Early Impressions 
Everyone knows that a contending team is usually deep down the center, but the Portland Pints are taking that time-honored philosophy to a new level. After approaching the podium with Sidney Crosby and a dynamic Swedish trio of Nicklas Backstrom, Mikael Granlund and Mikael Backlund already under contract, Pints GM Colin Smith proceeded to add Jonathan Toews and Martin Hanzal just for good measure. The Pints are once again looking stacked in goal with the return of Bobrovsky and Lehtonen, however, there are plenty of solid goalie partnerships around the league. Take for example, King Henrik and Mike Smith, who seem to have been patrolling the West Palm crease forever, or the formidable triad of Ben Bishop, Braden Holtby, and Frederik Andersen in Beantown. For all of the talent around the league though, it’s hard to beat what’s cooking in Sagniaw, where steady veteran Roberto Luongo complements the premier tender of the modern age, Tuuka Rask, and with Darcy Kuemper looking ready for heavier lifting. 

Big surprises are generally hard to come by in the early rounds, but we always seem to have a few. Brian Elliott was taken before Anze Kopitar and Jonathan Toews. True to form, GM Joseph Mastrangelo of the Boston Beernuts delivered the first off-the-board selection of the draft, taking Sam Reinhart towards the end of the third round ahead of more established options such as Martin Hanzal, Brent Seabrook, and Brayden Schenn. Rumor has it that Boston is already starting to print McDavid jerseys, although that could change quickly when GM Joe Mastrangelo inevitably decides to trade all of his rookies by Christmas. 

Auto Bots Unite! 
An unprecedented seven (call it six and a half once everyone showed up) teams were on autopilot at the draft this year. Putting aside the obvious disappointment that comes with nearly a fourth of the league not being able to attend, the flip side is that more “safe” picks were distributed across a greater number of teams than in past years. This means that the annual musings about how so many teams look competitive on paper, and how it’s “anyone’s year” have a little more oomph behind them this time around. Automation also led to an interesting run on seven defensemen in the second round, which may have prompted a few owners to pluck from the d-man well a bit earlier than anticipated in subsequent rounds.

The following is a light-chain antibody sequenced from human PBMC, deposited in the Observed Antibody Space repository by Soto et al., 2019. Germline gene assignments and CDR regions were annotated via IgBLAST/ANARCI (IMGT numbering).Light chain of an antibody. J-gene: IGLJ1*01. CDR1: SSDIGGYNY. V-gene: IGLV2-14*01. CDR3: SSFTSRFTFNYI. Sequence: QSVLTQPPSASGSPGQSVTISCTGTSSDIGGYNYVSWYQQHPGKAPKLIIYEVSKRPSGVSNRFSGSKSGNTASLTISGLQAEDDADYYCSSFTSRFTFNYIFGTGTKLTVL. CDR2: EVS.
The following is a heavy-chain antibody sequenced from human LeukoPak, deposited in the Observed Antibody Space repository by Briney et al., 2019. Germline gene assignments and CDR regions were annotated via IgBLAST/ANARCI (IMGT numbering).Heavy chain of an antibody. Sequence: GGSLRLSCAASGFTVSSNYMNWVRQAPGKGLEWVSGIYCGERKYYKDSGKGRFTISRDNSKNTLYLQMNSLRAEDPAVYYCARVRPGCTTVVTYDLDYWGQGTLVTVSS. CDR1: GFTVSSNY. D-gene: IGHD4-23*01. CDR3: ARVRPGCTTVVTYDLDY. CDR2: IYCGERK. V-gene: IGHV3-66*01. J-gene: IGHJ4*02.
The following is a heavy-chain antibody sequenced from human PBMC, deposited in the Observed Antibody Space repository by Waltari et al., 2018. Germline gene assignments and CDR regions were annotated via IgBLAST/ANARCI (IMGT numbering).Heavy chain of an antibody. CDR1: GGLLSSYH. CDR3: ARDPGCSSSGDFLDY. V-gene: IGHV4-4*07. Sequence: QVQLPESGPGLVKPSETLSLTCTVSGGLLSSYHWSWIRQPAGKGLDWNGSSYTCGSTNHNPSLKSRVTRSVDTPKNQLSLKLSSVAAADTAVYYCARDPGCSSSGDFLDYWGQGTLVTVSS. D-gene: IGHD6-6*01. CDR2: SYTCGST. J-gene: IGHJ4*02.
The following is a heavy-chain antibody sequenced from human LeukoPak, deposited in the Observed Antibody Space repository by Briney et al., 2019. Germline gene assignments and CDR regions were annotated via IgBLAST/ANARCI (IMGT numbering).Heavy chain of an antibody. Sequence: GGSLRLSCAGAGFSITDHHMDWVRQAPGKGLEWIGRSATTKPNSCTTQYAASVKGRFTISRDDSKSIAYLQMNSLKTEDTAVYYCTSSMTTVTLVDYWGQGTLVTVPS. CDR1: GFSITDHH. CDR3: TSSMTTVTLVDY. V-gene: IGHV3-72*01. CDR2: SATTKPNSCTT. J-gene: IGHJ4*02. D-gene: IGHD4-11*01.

Easy There, CHEEF 
Since taking the reins for two-time champion Lokomotiv Yukon, first year GM Kyle Hamel has come out of the gates swinging. Hamel is new, but he’s hardly a rookie—flashing his six years of fantasy hockey experience by signing some excellent contracts, followed by a remarkably balanced draft. Hamel keenly balanced proven players like Bobby Ryan and Daniel Sedin with blue chippers Aaron Ekblad (4th round, 60th overall) and David Pastrnak (9th round, 150th overall). The newly christened Northern CHEEFS look ready to continue the Lokomotiv tradition of competing now without leaving the cupboards bare. For all of Hamel’s impressive management thus far, it’s hard to rationalize his decision to take Brian Elliott in the first round. Still, I’ll have an apology letter on standby for when Elliott leads the league in shutouts and paces the CHEEFS to a successful debut. 

Brotherly Love 
Bro power is all the rage in the WHL, with two pairs of real-life NHL brothers currently wearing the same WHL uniform. The CHEEFS reunited Henrik Sedin with brother Daniel by drafting the latter 24th overall, and the Beernuts followed suit, plucking Sam and Griffin Reinhart in the third and fourth rounds, respectively. Naturally, this brovalanche extends from the ice all the way to league offices. ‘Nuts owner Joe Mastrangelo and Wolfburg’s Mike Greeley are brothers on the real, as are Michael and Mario Zecca of Brooklyn and New Jersey, and Alex and Joe Dahms, co-owners of the Altoona Angry Beavers. Sibling bias certainly contributed to one of the more entertaining moments of the draft, when the Stuttgart Scorpions sniped Johnny Gaudreau from Mastrangelo with the very pick after Mastrangelo insisted on completing his aforementioned Reinhart duo. 

What’s New in Review